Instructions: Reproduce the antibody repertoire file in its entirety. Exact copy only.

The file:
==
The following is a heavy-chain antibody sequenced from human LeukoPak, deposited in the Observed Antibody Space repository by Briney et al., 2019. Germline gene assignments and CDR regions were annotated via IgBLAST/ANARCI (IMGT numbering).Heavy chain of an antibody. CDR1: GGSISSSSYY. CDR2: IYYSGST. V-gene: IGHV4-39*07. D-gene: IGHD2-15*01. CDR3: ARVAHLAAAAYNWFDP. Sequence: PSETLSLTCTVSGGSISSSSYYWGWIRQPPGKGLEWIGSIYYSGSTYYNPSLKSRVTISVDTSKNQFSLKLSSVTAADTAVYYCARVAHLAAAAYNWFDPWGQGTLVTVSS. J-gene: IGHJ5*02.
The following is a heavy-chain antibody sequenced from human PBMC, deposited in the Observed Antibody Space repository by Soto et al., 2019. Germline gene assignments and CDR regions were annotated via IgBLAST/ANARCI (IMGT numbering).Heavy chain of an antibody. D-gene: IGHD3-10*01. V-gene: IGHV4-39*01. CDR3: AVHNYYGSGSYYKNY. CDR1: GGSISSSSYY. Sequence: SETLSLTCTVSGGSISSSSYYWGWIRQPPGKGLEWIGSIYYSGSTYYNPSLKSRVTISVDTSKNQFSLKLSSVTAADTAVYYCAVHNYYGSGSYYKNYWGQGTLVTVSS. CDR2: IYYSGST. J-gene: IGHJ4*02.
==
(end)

The following is a heavy-chain antibody sequenced from human LeukoPak, deposited in the Observed Antibody Space repository by Briney et al., 2019. Germline gene assignments and CDR regions were annotated via IgBLAST/ANARCI (IMGT numbering).Heavy chain of an antibody. CDR1: GGSISSSSYY. CDR2: IYYSGST. V-gene: IGHV4-39*07. D-gene: IGHD2-15*01. CDR3: ARVAHLAAAAYNWFDP. Sequence: PSETLSLTCTVSGGSISSSSYYWGWIRQPPGKGLEWIGSIYYSGSTYYNPSLKSRVTISVDTSKNQFSLKLSSVTAADTAVYYCARVAHLAAAAYNWFDPWGQGTLVTVSS. J-gene: IGHJ5*02.
The following is a heavy-chain antibody sequenced from human PBMC, deposited in the Observed Antibody Space repository by Soto et al., 2019. Germline gene assignments and CDR regions were annotated via IgBLAST/ANARCI (IMGT numbering).Heavy chain of an antibody. D-gene: IGHD3-10*01. V-gene: IGHV4-39*01. CDR3: AVHNYYGSGSYYKNY. CDR1: GGSISSSSYY. Sequence: SETLSLTCTVSGGSISSSSYYWGWIRQPPGKGLEWIGSIYYSGSTYYNPSLKSRVTISVDTSKNQFSLKLSSVTAADTAVYYCAVHNYYGSGSYYKNYWGQGTLVTVSS. CDR2: IYYSGST. J-gene: IGHJ4*02.